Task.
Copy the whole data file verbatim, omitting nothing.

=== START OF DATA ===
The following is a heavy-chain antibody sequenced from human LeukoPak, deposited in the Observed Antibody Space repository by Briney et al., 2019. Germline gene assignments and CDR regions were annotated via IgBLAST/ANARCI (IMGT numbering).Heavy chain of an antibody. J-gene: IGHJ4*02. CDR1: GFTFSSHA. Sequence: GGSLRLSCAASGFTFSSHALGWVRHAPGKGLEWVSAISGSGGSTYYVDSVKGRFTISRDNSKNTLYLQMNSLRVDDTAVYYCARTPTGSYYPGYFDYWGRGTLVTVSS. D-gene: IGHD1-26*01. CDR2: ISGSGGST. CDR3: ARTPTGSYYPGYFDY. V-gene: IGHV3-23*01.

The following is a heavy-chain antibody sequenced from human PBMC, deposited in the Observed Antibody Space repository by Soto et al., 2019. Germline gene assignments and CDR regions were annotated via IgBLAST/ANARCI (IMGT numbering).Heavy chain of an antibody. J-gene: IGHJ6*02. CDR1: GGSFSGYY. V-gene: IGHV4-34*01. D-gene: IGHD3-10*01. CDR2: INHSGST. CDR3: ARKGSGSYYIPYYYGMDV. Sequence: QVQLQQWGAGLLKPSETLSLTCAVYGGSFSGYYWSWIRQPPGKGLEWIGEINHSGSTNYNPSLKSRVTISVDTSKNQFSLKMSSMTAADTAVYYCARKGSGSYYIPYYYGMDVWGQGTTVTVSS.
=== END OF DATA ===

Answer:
The following is a heavy-chain antibody sequenced from human LeukoPak, deposited in the Observed Antibody Space repository by Briney et al., 2019. Germline gene assignments and CDR regions were annotated via IgBLAST/ANARCI (IMGT numbering).Heavy chain of an antibody. J-gene: IGHJ4*02. CDR1: GFTFSSHA. Sequence: GGSLRLSCAASGFTFSSHALGWVRHAPGKGLEWVSAISGSGGSTYYVDSVKGRFTISRDNSKNTLYLQMNSLRVDDTAVYYCARTPTGSYYPGYFDYWGRGTLVTVSS. D-gene: IGHD1-26*01. CDR2: ISGSGGST. CDR3: ARTPTGSYYPGYFDY. V-gene: IGHV3-23*01.

The following is a heavy-chain antibody sequenced from human PBMC, deposited in the Observed Antibody Space repository by Soto et al., 2019. Germline gene assignments and CDR regions were annotated via IgBLAST/ANARCI (IMGT numbering).Heavy chain of an antibody. J-gene: IGHJ6*02. CDR1: GGSFSGYY. V-gene: IGHV4-34*01. D-gene: IGHD3-10*01. CDR2: INHSGST. CDR3: ARKGSGSYYIPYYYGMDV. Sequence: QVQLQQWGAGLLKPSETLSLTCAVYGGSFSGYYWSWIRQPPGKGLEWIGEINHSGSTNYNPSLKSRVTISVDTSKNQFSLKMSSMTAADTAVYYCARKGSGSYYIPYYYGMDVWGQGTTVTVSS.